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Famed jumps jockey Michael Scudamore dies at 81

Michael Scudamore salutes the camera after winning the 1959 Grand National on Oxo.

Michael Scudamore salutes the camera after winning the 1959 Grand National on Oxo. © British Pathe

Grand National winning jockey Michael Scudamore has died at the age of 81 after a long battle with cancer. He died just days after his wife, Mary.

Michael Scudamore was the patriarch of a British jumps racing dynasty, the father of eight-time champion jockey and now trainer Peter, and grandfather of top jockey Tom and trainer Michael.

Scudamore won the 1959 Grand National on Oxo, and also won the Cheltenham Gold Cup in 1957 riding Linwell.

His father, Geoffrey, won many point-to-point races in the 1920s and 1930s, and after WWII became a trainer. Michael first competed in a point-to-point at age 14, and won 496 races. He set a record for most consecutive Nationa rides – 16 – that stood until 2012.

“I never hurt myself or a horse,” he told The Guardian newspaper earlier this year. “I’m rather proud of that and that’s when the fences were really big.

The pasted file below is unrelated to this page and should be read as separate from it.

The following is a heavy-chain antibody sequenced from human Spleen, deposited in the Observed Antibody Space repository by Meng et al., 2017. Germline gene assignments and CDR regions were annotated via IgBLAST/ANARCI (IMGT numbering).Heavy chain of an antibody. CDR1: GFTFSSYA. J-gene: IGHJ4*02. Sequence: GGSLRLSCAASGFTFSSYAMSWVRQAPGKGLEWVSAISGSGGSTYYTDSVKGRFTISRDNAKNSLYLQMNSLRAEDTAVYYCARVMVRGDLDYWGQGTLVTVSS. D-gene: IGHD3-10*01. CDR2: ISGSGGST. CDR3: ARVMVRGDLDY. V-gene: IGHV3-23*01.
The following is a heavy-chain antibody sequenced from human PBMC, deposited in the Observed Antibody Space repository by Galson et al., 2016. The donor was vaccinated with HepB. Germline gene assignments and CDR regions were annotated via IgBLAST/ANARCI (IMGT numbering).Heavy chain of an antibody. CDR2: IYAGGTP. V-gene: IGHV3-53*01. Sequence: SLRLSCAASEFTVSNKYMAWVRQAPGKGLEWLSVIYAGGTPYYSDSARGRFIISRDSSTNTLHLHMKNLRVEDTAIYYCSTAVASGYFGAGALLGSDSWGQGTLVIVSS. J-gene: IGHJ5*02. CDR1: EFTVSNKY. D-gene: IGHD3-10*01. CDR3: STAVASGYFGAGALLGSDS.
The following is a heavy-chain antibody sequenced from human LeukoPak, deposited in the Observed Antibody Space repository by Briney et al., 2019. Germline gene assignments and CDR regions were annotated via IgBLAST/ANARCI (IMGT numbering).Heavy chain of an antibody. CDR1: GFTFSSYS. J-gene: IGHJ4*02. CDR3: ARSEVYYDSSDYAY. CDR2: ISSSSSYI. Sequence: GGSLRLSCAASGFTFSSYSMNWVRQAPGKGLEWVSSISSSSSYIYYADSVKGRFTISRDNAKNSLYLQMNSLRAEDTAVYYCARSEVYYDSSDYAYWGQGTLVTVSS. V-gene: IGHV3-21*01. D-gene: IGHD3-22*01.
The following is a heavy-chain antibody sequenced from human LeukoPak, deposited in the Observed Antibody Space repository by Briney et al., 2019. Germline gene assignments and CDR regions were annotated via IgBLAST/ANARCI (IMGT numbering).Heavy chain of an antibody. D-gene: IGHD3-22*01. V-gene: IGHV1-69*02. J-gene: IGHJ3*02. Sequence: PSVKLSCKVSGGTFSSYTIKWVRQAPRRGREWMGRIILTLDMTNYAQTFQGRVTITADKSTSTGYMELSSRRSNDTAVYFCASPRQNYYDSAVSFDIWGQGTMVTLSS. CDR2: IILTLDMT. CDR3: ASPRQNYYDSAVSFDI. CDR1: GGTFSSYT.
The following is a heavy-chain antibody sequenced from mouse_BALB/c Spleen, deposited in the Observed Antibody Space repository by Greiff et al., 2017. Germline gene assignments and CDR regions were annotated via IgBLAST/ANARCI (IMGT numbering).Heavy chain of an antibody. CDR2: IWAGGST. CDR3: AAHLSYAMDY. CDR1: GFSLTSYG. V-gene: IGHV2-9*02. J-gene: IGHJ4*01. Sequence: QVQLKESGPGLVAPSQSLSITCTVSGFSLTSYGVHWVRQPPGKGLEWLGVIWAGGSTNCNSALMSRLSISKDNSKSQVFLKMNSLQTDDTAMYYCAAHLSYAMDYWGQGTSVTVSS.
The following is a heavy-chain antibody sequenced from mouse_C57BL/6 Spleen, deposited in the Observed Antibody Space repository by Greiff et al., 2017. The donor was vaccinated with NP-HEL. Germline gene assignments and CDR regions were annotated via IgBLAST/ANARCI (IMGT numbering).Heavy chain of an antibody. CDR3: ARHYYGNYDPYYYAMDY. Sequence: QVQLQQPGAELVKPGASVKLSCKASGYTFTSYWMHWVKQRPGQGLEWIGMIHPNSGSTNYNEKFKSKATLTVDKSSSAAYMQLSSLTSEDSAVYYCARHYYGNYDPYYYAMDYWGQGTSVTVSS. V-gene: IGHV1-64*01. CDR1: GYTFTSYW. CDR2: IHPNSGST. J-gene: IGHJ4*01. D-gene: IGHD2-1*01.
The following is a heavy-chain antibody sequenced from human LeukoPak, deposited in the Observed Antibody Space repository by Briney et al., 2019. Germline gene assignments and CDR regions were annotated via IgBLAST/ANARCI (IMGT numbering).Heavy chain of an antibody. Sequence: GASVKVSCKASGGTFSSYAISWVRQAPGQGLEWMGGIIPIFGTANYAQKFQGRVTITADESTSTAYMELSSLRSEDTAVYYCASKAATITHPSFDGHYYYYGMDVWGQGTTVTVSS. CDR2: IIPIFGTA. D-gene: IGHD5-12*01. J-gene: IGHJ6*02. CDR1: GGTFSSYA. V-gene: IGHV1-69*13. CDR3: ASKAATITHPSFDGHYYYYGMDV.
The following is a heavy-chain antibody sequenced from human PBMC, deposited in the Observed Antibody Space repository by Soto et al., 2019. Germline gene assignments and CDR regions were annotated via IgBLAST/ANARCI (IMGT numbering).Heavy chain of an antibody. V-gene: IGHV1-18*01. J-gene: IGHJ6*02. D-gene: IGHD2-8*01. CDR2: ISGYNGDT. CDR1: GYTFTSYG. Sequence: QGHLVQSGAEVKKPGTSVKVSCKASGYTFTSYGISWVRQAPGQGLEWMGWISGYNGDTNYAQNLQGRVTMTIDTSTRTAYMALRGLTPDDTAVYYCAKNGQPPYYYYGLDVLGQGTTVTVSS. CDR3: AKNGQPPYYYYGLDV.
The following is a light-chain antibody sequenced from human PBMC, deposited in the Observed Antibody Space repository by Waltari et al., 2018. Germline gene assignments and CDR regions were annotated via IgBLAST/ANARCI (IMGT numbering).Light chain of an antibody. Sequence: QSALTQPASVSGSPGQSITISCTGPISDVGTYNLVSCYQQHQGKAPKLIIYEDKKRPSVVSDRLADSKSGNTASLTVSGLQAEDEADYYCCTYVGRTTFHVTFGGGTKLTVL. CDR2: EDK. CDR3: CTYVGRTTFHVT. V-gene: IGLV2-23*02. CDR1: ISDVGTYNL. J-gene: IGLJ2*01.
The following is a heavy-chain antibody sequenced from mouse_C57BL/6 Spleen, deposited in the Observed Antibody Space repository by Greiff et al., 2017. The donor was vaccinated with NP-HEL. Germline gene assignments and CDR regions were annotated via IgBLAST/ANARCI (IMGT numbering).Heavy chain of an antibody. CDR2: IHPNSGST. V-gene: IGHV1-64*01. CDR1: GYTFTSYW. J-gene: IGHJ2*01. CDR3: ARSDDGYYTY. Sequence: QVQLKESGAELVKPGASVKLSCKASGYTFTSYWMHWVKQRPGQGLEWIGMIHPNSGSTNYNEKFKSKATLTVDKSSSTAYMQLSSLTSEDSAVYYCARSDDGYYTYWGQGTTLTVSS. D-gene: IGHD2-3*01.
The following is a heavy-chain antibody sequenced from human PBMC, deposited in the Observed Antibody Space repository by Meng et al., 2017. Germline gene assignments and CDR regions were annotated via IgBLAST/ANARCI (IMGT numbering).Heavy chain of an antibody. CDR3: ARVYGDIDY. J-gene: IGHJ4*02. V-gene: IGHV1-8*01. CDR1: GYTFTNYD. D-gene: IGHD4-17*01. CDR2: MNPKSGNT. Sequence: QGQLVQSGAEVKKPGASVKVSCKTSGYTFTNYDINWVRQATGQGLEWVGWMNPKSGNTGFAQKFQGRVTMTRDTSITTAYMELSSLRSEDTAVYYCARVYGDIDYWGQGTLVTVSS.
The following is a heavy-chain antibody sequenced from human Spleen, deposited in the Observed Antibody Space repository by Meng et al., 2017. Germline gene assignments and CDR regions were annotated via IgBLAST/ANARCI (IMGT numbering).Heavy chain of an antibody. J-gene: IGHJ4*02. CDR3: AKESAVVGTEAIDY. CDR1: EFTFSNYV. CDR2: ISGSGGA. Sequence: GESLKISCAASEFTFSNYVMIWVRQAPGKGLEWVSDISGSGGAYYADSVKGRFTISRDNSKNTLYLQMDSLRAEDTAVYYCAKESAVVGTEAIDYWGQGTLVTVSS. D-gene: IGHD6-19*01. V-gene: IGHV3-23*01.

“It was a great thrill. You would look forward to it like a kid looking forward to Christmas. You felt you’d achieved something every time you jumped round.”

Michael Scudamore and Oxo winning the 1959 Grand National.

Michael Scudamore and Oxo winning the 1959 Grand National. © British Pathe

A regular rider for the Queen Mother, it was in her famous blue and buff colours that he won his final race on Gay Record at Wye before a heavy fall at Wolverhampton ended his riding career in 1966, when he lost nearly all of the sight in one eye.

His son Peter told The Daily Mail:  “It is an emotional time but one borne out of immense pride at what my father achieved.

“He should really have died 10 days ago but his heart was so strong.

“He was a hero to us,” he said. “They were tough men in those days. He rode in a 40-runner novice chase round Hereford and said when he had a fall his helmet hit the floor before he did, as there were no straps in those days.

“They were just a different generation of toughness and, without him and the other people of his era, National Hunt racing wouldn’t be held in the regard that it is today and I’d never want to forget the legacy they left us.

“He was the toughest man I’ve ever met.”

 

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